A thousand memories fisted together into a big tinsel ball that smells of evergreen, cinnamon, and life. Marvel the Mustang! I must’ve been, what? Four or five? I never forgot the moment, the joy, of unwrapping that gift. I rode that silly toy all the way to the corner – a quarter mile away - in the snow.
Midnight mass, Mom in her long fur coat. She sang . . . well, yes, like an angel. That voice issued from that small person like Gabriel himself commandeered her soul and everybody in the church went still to listen, and to stand in awe.
The year of the pink Barbie Cadillac, the year of the flu, the year of the lost Christmas tree.
But here – there is this, and this is, after all, what I need to write about.
A late night at work, shift change and the winter light already altered into a deep color like bruises, snow falling like God gave it just one night to do its worst. My daughter’s Christmas concert at seven, and the call came in at twenty minutes to five. Four boys in a roll-over car accident.
Dark! It’s so dark out and heaven help us, we are so alone out here in this Godforsaken outpost of EMS.
But we go – of course we do, there is no choice, and now my daughter will sing without me, and these boys . . . These boys will bleed and cry like the small children they really are while we do everything within our puny powers to pull them home from the awful edge they’re teetering on.
No light. Or very little light. The fire department has its generators and the big halogens should do a better job, but its hard to see in the cramped enclosure of this little deathtrap car, and it's even harder to assess, and between the glass and the bent metal we’ll be a long time getting them out.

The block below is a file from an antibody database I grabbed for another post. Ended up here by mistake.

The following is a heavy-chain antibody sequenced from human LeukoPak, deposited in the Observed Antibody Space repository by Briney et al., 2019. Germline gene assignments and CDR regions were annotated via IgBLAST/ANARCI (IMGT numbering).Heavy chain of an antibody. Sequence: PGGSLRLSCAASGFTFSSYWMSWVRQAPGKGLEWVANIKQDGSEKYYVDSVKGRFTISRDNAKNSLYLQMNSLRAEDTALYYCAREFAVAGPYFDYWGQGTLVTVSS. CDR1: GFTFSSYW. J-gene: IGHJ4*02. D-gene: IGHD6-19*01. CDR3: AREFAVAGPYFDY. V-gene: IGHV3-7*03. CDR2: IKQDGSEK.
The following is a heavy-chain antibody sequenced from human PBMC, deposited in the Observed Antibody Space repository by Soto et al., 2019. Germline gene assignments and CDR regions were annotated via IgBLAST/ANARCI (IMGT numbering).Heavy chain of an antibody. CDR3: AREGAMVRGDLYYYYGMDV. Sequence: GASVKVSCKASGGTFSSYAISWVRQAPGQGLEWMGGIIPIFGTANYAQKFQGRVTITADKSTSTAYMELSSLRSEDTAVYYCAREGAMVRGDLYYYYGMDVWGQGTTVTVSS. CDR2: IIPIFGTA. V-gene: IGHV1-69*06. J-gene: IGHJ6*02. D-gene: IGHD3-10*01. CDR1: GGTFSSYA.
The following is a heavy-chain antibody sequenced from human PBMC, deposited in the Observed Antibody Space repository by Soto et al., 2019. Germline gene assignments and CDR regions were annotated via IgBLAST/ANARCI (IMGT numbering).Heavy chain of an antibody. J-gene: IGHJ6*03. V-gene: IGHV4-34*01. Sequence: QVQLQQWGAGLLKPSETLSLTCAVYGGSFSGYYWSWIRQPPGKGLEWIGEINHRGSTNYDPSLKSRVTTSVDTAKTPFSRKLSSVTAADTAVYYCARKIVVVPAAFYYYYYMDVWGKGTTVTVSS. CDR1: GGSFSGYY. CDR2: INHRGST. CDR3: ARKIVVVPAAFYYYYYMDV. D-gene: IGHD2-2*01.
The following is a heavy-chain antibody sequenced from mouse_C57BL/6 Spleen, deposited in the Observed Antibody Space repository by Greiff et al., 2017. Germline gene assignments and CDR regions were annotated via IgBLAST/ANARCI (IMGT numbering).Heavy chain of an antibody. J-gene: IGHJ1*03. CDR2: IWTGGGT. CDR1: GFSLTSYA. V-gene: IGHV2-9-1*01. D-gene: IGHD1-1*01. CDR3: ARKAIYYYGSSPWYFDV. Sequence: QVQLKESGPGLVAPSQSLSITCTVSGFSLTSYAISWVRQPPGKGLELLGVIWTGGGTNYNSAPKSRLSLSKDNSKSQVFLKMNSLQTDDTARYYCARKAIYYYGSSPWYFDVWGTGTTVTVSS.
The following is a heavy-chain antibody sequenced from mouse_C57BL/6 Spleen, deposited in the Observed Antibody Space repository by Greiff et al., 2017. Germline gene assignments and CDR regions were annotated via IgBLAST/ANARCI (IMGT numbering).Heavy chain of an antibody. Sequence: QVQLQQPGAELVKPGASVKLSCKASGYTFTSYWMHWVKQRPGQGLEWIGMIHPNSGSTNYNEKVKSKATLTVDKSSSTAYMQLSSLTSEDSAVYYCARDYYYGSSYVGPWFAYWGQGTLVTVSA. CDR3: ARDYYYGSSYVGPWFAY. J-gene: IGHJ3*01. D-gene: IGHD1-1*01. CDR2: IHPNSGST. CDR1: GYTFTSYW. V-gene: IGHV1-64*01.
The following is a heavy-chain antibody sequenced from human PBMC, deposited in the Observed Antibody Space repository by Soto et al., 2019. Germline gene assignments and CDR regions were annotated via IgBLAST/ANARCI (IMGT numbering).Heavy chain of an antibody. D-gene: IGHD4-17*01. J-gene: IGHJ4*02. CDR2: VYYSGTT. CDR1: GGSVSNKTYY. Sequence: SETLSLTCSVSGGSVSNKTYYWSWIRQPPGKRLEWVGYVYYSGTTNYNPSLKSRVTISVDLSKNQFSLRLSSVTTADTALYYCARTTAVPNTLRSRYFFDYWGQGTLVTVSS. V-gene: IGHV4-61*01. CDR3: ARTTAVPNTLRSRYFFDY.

Call for mutual aid – but the neighboring community is already out on a call. Life Flight won’t fly in a blizzard, and we are on our own. One of the boys is crying for his mother. He’s a big kid – sixteen? Seventeen? – and I am glad I can’t see his face when he goes quiet.
At seven fifteen I am in the high school auditorium and my daughter is singing when I notice the blood of that angel on my work pants and now I can’t stop crying. Here in the midst of these lovely, insulated parents with their sweaters and knee-high boots, I am in my EMS uniform and I am crying so hard I can’t breathe.
Not leaving. Not leaving, because I need that piping, little golden voice on the stage so much. She is pulling me through and she doesn’t even know it.
So here it is, and I know this is getting long – writers are, you know, taught to feed the public in small, palatable bites – but if you can, bear with me.
Life comes at us so fast, in chunks of sight, sound, smell that our souls absorb and, I think, take with them wherever they go. I think, maybe, someday, there is a reckoning and we pull that tattered piece of ourselves out and say, “Here it is. Here is what happened to me while I was there, and here is what I did.”
Here is what I did with the sadness, the nightmares, the guilt. And here – this is important, too – here is what I did with the joy.
And I think, here on earth, we can tip Saint Michael’s scales in either direction - not by outside circumstances, but by our reaction to them.
Weigh heavy on the joy if you can.
There’s enough to bring us down – there always will be – but there is also, in equal measure, enough to bring us up. Light, laughter, love. Sometimes you’re in a black tunnel, and you can’t quite see those things; you’ve got to trust that they’re there, and you’ve got to reach for them. Lives are, I think, too easily given over to darkness, but we’re meant to fight that, individually and collectively.
It’s Christmas! Never is there a better time to feel better. Here, now, we’re called to join that army of angels who raised a joyous battle cry over two thousand years ago. Christ is here; he walks among us, and because of this we will know tears, blood, strife, but – more than that, so much more - we will know love.
We will know joy.
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